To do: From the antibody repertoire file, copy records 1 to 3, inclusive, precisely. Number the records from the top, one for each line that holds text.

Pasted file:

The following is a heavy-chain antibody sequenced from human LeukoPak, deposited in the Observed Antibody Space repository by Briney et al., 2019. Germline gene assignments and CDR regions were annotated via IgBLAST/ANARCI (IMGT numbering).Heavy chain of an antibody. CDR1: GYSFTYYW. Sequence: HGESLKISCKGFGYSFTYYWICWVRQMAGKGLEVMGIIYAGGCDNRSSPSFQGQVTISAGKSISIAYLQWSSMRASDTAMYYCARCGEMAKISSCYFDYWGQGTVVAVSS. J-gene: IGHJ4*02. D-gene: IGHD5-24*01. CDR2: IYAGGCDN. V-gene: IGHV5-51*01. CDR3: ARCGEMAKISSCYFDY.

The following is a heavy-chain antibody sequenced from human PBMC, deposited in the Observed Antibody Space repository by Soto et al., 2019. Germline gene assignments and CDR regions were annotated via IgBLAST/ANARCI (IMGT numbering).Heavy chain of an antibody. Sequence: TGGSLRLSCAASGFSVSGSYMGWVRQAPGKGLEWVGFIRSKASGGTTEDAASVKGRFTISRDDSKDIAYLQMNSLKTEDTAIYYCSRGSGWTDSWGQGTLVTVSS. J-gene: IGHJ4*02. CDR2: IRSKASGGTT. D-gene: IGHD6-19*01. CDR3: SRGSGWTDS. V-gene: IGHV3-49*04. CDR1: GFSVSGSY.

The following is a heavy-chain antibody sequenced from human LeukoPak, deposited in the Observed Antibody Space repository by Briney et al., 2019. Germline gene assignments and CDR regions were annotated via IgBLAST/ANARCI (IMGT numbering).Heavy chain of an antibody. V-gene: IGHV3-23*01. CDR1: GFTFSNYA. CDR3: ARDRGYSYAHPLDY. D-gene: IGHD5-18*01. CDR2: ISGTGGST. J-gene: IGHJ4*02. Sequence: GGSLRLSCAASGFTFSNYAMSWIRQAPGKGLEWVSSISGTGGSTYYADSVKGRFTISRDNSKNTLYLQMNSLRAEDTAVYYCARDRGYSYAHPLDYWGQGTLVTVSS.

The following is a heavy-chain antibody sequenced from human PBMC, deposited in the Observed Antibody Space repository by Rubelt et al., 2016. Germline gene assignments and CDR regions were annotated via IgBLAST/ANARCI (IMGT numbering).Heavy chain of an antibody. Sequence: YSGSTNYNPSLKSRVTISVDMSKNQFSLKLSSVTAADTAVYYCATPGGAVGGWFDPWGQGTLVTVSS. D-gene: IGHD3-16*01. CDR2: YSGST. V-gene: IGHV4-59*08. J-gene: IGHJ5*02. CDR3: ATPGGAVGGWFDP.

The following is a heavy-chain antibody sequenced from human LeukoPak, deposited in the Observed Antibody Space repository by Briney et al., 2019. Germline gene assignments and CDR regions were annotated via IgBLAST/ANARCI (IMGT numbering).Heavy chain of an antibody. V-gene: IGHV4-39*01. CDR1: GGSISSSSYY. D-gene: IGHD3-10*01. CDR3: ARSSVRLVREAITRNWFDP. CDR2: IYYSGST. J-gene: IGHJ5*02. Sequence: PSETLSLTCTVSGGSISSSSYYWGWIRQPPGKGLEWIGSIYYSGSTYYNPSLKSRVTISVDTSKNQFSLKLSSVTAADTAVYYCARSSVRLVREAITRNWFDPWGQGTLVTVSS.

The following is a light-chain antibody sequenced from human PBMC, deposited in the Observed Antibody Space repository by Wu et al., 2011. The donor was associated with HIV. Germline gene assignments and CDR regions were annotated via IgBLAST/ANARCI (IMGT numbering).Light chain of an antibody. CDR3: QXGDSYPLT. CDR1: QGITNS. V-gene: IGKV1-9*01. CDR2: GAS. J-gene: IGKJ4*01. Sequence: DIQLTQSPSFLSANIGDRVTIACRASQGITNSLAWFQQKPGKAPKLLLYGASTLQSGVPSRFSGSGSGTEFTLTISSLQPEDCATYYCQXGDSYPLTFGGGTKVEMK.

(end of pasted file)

The following is a heavy-chain antibody sequenced from human LeukoPak, deposited in the Observed Antibody Space repository by Briney et al., 2019. Germline gene assignments and CDR regions were annotated via IgBLAST/ANARCI (IMGT numbering).Heavy chain of an antibody. CDR1: GYSFTYYW. Sequence: HGESLKISCKGFGYSFTYYWICWVRQMAGKGLEVMGIIYAGGCDNRSSPSFQGQVTISAGKSISIAYLQWSSMRASDTAMYYCARCGEMAKISSCYFDYWGQGTVVAVSS. J-gene: IGHJ4*02. D-gene: IGHD5-24*01. CDR2: IYAGGCDN. V-gene: IGHV5-51*01. CDR3: ARCGEMAKISSCYFDY.

The following is a heavy-chain antibody sequenced from human PBMC, deposited in the Observed Antibody Space repository by Soto et al., 2019. Germline gene assignments and CDR regions were annotated via IgBLAST/ANARCI (IMGT numbering).Heavy chain of an antibody. Sequence: TGGSLRLSCAASGFSVSGSYMGWVRQAPGKGLEWVGFIRSKASGGTTEDAASVKGRFTISRDDSKDIAYLQMNSLKTEDTAIYYCSRGSGWTDSWGQGTLVTVSS. J-gene: IGHJ4*02. CDR2: IRSKASGGTT. D-gene: IGHD6-19*01. CDR3: SRGSGWTDS. V-gene: IGHV3-49*04. CDR1: GFSVSGSY.

The following is a heavy-chain antibody sequenced from human LeukoPak, deposited in the Observed Antibody Space repository by Briney et al., 2019. Germline gene assignments and CDR regions were annotated via IgBLAST/ANARCI (IMGT numbering).Heavy chain of an antibody. V-gene: IGHV3-23*01. CDR1: GFTFSNYA. CDR3: ARDRGYSYAHPLDY. D-gene: IGHD5-18*01. CDR2: ISGTGGST. J-gene: IGHJ4*02. Sequence: GGSLRLSCAASGFTFSNYAMSWIRQAPGKGLEWVSSISGTGGSTYYADSVKGRFTISRDNSKNTLYLQMNSLRAEDTAVYYCARDRGYSYAHPLDYWGQGTLVTVSS.